On the issue of remedies in particular, Mr. Hoppe-Jänisch discusses some cases on injunctions, including one in which he reports that the Düsseldorf district court concluded that a risk of recurring infringement is not eliminated by virtue of the fact that a defendant is no longer in possession of the challenged article and has ceased distribution, unless it is evidently incapable of making and distributing the patented article; and another in which he reports that the Hamburg district court held that the exhibition of a not yet marketable medicine did not give rise to a danger of imminent infringement (Erstbegehungsgefahr) through the introduction of an identical, marketable end product.  Mr. Hoppe-Jänisch also discusses some cases on damages, including one on infringer's profits in which he reports that the Düsseldorf district court held that a court should consider whether the infringer chose a protected configuration despite the existence of technical alternatives (whereby it might be inferred that the infringer attributed significance to the invention for its sales success).  On the other hand, the court suggested that a lower price for the infringing article could reduce the portion of the profits attributable to the infringement, if it cannot be established that precisely the use of the invention opened up the possibility of such a favorable price reduction.  (Who has the burden of proof on this issue, I wonder?)  The court also noted that the significance of the patent to the defendant's profit recedes to the extent the product also makes use of other protected rights.  These other rights are to be considered, however, only if they are valid and actually being used, and the infringer bears the burden of proof on these issues.  (I imagine that could turn out to be a double-edged sword for the infringer, if any such argument could be used against it in a proceeding involving one of those other protected rights!)  Mr. Hoppe-Jänisch also mentions the OLG Karlsruhe's decision in Foliendruckverfahren, a case I blogged about here this past April, in which the court held (among other things) that on the facts of the case it was appropriate to use the entire value of the end product as the royalty base, and that the defendant may be liable for an additional payment where a real-world licensee would have had to pay a default payment for failing to pay its license fee on time.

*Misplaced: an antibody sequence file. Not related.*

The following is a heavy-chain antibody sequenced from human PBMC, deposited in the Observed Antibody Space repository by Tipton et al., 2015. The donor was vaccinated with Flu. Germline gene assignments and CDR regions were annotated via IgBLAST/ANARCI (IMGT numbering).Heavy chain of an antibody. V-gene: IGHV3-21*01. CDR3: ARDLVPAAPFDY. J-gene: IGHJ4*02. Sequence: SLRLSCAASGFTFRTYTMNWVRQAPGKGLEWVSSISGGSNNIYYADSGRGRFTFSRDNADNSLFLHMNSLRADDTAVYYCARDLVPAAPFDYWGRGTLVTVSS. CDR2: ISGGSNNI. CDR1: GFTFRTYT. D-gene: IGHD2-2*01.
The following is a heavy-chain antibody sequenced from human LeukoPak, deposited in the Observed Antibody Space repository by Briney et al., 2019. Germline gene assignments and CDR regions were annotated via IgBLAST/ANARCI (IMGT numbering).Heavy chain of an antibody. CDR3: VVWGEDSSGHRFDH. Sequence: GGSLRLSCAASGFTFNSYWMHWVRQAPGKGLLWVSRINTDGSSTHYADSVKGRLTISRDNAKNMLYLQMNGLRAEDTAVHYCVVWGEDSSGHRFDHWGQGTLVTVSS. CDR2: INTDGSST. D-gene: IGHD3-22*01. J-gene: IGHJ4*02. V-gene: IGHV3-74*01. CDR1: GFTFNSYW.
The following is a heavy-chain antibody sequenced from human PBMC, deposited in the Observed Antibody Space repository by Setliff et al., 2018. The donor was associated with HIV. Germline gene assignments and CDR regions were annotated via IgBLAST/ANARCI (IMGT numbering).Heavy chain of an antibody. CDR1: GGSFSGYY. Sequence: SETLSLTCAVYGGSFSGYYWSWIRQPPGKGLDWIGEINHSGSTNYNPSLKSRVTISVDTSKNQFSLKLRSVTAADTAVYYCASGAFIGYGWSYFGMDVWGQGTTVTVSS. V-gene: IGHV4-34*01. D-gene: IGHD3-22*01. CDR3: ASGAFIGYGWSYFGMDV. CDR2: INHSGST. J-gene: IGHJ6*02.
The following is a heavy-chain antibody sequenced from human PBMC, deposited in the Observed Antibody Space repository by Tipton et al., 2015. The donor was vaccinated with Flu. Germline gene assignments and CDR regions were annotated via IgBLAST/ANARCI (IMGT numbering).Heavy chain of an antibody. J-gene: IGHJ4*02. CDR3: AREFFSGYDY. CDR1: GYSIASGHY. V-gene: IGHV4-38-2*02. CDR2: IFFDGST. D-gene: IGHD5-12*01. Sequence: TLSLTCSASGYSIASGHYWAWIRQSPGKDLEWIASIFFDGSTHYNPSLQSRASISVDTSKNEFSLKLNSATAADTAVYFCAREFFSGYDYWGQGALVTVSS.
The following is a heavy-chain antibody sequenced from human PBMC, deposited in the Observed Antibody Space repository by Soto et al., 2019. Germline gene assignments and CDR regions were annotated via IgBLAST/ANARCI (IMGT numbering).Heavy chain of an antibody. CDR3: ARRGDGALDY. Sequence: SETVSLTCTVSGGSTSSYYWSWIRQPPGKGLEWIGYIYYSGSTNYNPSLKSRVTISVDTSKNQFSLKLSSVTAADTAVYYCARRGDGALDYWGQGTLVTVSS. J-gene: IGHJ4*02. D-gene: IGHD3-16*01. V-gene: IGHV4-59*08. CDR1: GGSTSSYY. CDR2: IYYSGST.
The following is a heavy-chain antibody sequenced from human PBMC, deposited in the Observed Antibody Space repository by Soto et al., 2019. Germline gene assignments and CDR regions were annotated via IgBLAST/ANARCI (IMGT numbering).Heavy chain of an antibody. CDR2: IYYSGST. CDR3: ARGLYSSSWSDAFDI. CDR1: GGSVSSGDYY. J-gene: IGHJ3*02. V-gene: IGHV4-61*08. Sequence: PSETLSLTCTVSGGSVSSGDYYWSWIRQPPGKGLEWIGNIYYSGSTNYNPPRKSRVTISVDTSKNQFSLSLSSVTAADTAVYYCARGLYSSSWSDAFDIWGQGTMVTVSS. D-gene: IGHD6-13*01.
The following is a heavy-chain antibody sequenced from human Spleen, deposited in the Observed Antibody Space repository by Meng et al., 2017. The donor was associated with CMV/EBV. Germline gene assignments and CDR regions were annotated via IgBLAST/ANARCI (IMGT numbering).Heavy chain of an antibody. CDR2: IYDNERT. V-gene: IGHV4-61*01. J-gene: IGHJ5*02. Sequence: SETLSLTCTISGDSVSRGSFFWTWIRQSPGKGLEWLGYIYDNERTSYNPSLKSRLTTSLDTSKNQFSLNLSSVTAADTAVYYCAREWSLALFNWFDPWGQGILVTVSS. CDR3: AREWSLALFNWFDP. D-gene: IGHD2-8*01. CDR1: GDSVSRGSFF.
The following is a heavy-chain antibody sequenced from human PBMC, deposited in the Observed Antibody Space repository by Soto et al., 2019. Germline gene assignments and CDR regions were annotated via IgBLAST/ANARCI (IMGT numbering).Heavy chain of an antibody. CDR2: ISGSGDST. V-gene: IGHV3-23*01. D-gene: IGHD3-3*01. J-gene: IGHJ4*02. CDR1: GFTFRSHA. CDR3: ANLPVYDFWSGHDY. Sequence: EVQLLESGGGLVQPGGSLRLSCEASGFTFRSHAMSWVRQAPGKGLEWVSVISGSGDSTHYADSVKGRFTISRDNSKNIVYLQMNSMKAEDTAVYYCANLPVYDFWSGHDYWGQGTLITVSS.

Other sections of the paper discuss stays and preliminary injunctions, which I may address in a future post.